LOS ANGELES (KABC) -- It was a day of transformation for the team at Furnishing Hope, a nonprofit that helps wounded veterans.
Beth Phillips, who founded the Orange County-based nonprofit, explained their purpose.
"Furnishing Hope believes that the condition of the home has an influence on the happiness and productivity of everyone in that home. Healing starts at home," she said.
Their mission: Giving back to Army Sgt. Felipe Adams. In 2006, Adams was on patrol in Baghdad, when suddenly his platoon got ambushed. A sniper's bullet hit his spine, paralyzing him.
"It was a typical patrol, then we came under fire. The platoon got ambushed. I took a round to the side and fell to the ground - yelled out I was hit. Next thing I know, I woke up and I was in Germany, in the hospital," Adams said.
Phillips said part of what motivates them is being able to help those who have sacrificed so much.
"He's given up his regular life for what he did for his country," she said.
Adams, who lives in Los Angeles with his wife and extended family, said they were in desperate need of furniture.
That's where Furnishing Hope came in. They get donations from furniture companies, and other sponsors, and partner up with veterans in need.
Phillips said some of the pieces were donated by Living Spaces.
"We have wonderful, generous sponsors," she said.
For their project, they brought in designer Julia Newman from Julia Adele Design. Newman said she wanted to make the space really special and was given almost free range from Adams.
"I always try to think of colors and how it impacts peoples' mood. So, if someone's coming out of a dark time, it's always nice to have brighter colors and kind of add some flair to the house", she said.
The team got to work, putting up new drapes and setting up tables and chairs. They also arranged accessories for a finishing touch and displayed the family's own photos in new frames as they redecorated.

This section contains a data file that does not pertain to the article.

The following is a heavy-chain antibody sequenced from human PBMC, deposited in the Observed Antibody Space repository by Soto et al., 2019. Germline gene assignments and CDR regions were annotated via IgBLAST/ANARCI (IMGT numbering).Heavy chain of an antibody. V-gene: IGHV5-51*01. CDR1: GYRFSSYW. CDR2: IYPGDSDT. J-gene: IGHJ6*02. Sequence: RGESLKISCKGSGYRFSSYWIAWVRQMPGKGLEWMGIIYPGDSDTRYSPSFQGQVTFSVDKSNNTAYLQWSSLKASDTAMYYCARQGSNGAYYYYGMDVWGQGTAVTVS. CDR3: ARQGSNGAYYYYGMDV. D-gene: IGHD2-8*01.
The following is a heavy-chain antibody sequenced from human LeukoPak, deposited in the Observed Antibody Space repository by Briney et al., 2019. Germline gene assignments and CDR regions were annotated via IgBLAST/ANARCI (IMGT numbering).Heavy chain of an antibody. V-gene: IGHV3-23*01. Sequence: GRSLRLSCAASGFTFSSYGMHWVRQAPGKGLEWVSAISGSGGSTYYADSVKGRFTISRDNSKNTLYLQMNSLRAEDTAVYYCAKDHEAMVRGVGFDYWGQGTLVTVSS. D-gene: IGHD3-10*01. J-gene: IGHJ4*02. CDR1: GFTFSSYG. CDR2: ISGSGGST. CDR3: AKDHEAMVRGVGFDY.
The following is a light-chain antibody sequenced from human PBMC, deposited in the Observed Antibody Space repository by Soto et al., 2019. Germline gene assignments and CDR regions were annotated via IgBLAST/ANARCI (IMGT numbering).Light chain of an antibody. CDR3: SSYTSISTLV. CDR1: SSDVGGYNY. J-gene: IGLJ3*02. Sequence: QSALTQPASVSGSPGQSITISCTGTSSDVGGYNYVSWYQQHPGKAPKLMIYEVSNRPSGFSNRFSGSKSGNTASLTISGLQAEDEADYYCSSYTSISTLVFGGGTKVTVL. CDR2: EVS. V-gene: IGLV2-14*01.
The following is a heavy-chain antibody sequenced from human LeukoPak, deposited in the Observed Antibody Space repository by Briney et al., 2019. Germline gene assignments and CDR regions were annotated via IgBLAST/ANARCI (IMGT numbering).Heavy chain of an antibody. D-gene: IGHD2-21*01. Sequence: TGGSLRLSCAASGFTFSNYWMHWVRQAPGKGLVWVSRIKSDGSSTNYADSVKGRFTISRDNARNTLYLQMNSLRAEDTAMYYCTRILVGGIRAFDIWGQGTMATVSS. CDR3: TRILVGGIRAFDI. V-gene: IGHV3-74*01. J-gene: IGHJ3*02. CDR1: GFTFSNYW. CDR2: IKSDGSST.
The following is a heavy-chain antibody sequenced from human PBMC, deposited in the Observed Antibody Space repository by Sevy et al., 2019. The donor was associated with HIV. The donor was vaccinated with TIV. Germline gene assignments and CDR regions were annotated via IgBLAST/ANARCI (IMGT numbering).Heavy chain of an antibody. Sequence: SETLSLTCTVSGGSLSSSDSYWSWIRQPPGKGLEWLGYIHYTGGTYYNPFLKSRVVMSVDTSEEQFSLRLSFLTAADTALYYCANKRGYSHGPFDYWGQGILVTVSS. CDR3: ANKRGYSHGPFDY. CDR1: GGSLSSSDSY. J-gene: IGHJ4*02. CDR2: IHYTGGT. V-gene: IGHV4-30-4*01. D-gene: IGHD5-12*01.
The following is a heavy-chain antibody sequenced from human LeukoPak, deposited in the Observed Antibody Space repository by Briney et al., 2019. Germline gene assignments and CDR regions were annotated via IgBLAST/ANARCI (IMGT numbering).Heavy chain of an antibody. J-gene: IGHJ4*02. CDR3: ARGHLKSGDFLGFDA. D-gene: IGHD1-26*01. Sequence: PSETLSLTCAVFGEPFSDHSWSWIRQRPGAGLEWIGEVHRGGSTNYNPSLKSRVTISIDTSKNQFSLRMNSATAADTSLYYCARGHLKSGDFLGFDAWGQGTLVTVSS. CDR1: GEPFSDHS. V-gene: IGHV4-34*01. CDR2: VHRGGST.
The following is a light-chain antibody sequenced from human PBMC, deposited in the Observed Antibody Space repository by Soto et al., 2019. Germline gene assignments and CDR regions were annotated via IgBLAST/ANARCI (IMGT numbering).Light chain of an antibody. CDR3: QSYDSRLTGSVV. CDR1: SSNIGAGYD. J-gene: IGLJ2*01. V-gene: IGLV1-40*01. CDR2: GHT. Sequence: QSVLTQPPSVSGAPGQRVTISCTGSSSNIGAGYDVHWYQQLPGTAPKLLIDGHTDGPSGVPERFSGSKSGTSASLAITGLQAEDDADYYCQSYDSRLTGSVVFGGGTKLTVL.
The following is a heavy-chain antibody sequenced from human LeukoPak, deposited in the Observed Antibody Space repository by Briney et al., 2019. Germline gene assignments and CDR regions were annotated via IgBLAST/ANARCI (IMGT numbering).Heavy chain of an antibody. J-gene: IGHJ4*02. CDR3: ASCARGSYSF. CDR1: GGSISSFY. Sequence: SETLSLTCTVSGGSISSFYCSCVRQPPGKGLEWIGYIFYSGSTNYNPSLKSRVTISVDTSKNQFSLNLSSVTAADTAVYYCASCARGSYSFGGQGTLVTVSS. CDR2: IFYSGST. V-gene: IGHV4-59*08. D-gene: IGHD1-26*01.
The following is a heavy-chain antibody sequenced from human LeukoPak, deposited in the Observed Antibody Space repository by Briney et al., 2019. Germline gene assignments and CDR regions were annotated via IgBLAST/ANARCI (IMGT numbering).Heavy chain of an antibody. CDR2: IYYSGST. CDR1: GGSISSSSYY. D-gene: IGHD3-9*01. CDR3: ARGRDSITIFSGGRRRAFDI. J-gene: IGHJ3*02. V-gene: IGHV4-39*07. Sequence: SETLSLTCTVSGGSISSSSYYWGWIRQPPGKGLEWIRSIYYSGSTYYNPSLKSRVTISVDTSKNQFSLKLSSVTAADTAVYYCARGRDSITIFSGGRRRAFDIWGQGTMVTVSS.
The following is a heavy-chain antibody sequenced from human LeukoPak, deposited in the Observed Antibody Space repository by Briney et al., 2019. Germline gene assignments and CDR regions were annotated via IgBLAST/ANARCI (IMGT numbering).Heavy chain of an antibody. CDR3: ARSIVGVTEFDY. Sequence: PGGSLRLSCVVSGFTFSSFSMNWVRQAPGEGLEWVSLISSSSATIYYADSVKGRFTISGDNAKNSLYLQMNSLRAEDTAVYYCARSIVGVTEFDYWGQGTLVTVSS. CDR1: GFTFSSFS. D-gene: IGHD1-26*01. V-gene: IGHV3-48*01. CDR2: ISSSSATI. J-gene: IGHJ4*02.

When Adams was welcomed back into his home for the big "reveal," he was amazed by all the dramatic changes.
"It looks like a totally different room" he said, as he surveyed the dining room.
He immediately noticed the brand new couch with a modern print as he went into the living room. Adams said he loved how sharp it looked, "like it's just out of a style magazine."
But his favorite piece was the coffee table. Newman said when she picked it out, she thought about how Adams used a wheelchair and how the table was adaptive. She explained that the table top can be lifted up and how the height is adjustable.
Adams was thrilled at the prospect of being able to eat while he sat on his brand new couch.
"Wow. This is awesome! I know where I'm going to have dinner tonight," he said.
Newman, Phillips and the whole team at Furnishing Hope, were just happy that Adams was so pleased with his new furniture.
Over the years, the nonprofit has helped more than 350 veterans, and this year they're aiming to furnish 55 homes.
Adams said he still can't believe he was selected. The generosity and acknowledgement of his sacrifice is still a little overwhelming.
"I'm just trying to take it all in," he said. "I'm excited and grateful for people who support the troops, and I'm just happy that I'm still alive."
ABC7 Salutes organization, Furnishing Hope, which provides furniture to wounded warriors